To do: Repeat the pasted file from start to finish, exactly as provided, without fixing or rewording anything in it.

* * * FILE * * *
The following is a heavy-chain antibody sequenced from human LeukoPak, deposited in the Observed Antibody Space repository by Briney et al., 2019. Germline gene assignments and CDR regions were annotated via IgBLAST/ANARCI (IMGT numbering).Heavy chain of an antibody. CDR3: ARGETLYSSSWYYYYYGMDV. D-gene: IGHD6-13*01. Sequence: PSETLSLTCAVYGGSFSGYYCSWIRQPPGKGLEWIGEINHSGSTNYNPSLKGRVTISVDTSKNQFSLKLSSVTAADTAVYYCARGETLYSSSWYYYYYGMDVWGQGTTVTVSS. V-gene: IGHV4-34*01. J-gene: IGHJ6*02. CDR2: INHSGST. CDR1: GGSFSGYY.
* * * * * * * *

The following is a heavy-chain antibody sequenced from human LeukoPak, deposited in the Observed Antibody Space repository by Briney et al., 2019. Germline gene assignments and CDR regions were annotated via IgBLAST/ANARCI (IMGT numbering).Heavy chain of an antibody. CDR3: ARGETLYSSSWYYYYYGMDV. D-gene: IGHD6-13*01. Sequence: PSETLSLTCAVYGGSFSGYYCSWIRQPPGKGLEWIGEINHSGSTNYNPSLKGRVTISVDTSKNQFSLKLSSVTAADTAVYYCARGETLYSSSWYYYYYGMDVWGQGTTVTVSS. V-gene: IGHV4-34*01. J-gene: IGHJ6*02. CDR2: INHSGST. CDR1: GGSFSGYY.